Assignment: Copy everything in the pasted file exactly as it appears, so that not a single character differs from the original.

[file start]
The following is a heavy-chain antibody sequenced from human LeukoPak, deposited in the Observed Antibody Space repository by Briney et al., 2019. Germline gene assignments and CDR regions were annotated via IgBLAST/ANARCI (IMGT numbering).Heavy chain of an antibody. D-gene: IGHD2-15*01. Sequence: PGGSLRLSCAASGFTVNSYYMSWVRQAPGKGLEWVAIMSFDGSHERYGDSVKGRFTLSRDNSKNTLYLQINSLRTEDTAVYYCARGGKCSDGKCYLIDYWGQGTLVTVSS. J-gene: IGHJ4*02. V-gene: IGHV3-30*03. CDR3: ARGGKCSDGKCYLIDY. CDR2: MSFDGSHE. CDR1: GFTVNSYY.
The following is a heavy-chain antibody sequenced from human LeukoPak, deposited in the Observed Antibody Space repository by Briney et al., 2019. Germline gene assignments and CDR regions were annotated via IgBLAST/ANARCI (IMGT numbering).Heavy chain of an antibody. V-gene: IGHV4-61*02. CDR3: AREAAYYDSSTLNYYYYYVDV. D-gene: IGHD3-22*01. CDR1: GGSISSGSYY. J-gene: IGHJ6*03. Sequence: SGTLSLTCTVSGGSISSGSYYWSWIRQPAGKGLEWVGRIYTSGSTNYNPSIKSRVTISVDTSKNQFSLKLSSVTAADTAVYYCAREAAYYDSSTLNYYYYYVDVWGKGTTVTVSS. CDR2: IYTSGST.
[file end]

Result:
The following is a heavy-chain antibody sequenced from human LeukoPak, deposited in the Observed Antibody Space repository by Briney et al., 2019. Germline gene assignments and CDR regions were annotated via IgBLAST/ANARCI (IMGT numbering).Heavy chain of an antibody. D-gene: IGHD2-15*01. Sequence: PGGSLRLSCAASGFTVNSYYMSWVRQAPGKGLEWVAIMSFDGSHERYGDSVKGRFTLSRDNSKNTLYLQINSLRTEDTAVYYCARGGKCSDGKCYLIDYWGQGTLVTVSS. J-gene: IGHJ4*02. V-gene: IGHV3-30*03. CDR3: ARGGKCSDGKCYLIDY. CDR2: MSFDGSHE. CDR1: GFTVNSYY.
The following is a heavy-chain antibody sequenced from human LeukoPak, deposited in the Observed Antibody Space repository by Briney et al., 2019. Germline gene assignments and CDR regions were annotated via IgBLAST/ANARCI (IMGT numbering).Heavy chain of an antibody. V-gene: IGHV4-61*02. CDR3: AREAAYYDSSTLNYYYYYVDV. D-gene: IGHD3-22*01. CDR1: GGSISSGSYY. J-gene: IGHJ6*03. Sequence: SGTLSLTCTVSGGSISSGSYYWSWIRQPAGKGLEWVGRIYTSGSTNYNPSIKSRVTISVDTSKNQFSLKLSSVTAADTAVYYCAREAAYYDSSTLNYYYYYVDVWGKGTTVTVSS. CDR2: IYTSGST.